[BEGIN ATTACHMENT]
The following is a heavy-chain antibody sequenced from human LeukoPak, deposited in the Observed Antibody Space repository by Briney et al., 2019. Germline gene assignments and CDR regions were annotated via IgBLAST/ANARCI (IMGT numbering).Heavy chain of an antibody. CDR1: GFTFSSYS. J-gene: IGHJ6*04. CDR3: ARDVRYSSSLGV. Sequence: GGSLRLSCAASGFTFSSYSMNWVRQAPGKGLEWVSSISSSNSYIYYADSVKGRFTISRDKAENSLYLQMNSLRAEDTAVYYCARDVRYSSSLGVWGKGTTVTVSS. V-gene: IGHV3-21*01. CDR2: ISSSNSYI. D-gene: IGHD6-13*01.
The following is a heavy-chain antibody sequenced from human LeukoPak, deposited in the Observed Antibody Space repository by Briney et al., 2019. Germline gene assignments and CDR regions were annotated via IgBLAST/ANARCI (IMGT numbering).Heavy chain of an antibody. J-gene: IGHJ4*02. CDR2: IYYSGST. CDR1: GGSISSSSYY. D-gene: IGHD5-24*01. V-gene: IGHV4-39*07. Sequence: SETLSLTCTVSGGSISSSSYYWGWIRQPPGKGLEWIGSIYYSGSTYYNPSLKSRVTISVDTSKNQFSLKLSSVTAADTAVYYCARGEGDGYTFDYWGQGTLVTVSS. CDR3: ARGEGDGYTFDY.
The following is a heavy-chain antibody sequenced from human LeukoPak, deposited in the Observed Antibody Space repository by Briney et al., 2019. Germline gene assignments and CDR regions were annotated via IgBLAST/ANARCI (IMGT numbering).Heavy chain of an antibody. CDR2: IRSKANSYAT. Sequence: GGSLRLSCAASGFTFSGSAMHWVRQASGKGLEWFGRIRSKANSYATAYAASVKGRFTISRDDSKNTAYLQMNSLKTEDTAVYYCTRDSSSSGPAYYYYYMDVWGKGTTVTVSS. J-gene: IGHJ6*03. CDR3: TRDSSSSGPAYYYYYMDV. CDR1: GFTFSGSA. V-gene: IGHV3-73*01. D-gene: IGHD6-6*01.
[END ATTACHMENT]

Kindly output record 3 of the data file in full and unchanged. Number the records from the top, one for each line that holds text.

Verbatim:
The following is a heavy-chain antibody sequenced from human LeukoPak, deposited in the Observed Antibody Space repository by Briney et al., 2019. Germline gene assignments and CDR regions were annotated via IgBLAST/ANARCI (IMGT numbering).Heavy chain of an antibody. CDR2: IRSKANSYAT. Sequence: GGSLRLSCAASGFTFSGSAMHWVRQASGKGLEWFGRIRSKANSYATAYAASVKGRFTISRDDSKNTAYLQMNSLKTEDTAVYYCTRDSSSSGPAYYYYYMDVWGKGTTVTVSS. J-gene: IGHJ6*03. CDR3: TRDSSSSGPAYYYYYMDV. CDR1: GFTFSGSA. V-gene: IGHV3-73*01. D-gene: IGHD6-6*01.